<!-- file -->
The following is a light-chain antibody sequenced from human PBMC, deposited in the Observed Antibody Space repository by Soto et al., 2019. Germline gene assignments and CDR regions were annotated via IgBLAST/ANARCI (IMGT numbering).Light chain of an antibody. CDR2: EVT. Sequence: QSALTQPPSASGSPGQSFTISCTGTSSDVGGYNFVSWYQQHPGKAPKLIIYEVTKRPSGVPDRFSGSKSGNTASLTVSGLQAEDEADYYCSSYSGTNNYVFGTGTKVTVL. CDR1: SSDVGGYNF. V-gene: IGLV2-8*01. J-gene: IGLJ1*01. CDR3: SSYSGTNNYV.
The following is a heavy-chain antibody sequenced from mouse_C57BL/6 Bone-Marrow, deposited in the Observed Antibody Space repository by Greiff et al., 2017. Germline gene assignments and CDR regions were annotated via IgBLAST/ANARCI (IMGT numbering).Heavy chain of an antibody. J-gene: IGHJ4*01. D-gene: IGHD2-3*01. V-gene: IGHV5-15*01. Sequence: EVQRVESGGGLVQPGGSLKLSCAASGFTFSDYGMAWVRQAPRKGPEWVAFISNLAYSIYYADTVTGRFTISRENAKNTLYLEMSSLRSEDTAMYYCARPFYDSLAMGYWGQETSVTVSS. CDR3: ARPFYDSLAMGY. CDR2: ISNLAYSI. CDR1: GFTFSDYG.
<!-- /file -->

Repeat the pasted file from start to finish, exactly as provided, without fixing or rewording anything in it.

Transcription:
The following is a light-chain antibody sequenced from human PBMC, deposited in the Observed Antibody Space repository by Soto et al., 2019. Germline gene assignments and CDR regions were annotated via IgBLAST/ANARCI (IMGT numbering).Light chain of an antibody. CDR2: EVT. Sequence: QSALTQPPSASGSPGQSFTISCTGTSSDVGGYNFVSWYQQHPGKAPKLIIYEVTKRPSGVPDRFSGSKSGNTASLTVSGLQAEDEADYYCSSYSGTNNYVFGTGTKVTVL. CDR1: SSDVGGYNF. V-gene: IGLV2-8*01. J-gene: IGLJ1*01. CDR3: SSYSGTNNYV.
The following is a heavy-chain antibody sequenced from mouse_C57BL/6 Bone-Marrow, deposited in the Observed Antibody Space repository by Greiff et al., 2017. Germline gene assignments and CDR regions were annotated via IgBLAST/ANARCI (IMGT numbering).Heavy chain of an antibody. J-gene: IGHJ4*01. D-gene: IGHD2-3*01. V-gene: IGHV5-15*01. Sequence: EVQRVESGGGLVQPGGSLKLSCAASGFTFSDYGMAWVRQAPRKGPEWVAFISNLAYSIYYADTVTGRFTISRENAKNTLYLEMSSLRSEDTAMYYCARPFYDSLAMGYWGQETSVTVSS. CDR3: ARPFYDSLAMGY. CDR2: ISNLAYSI. CDR1: GFTFSDYG.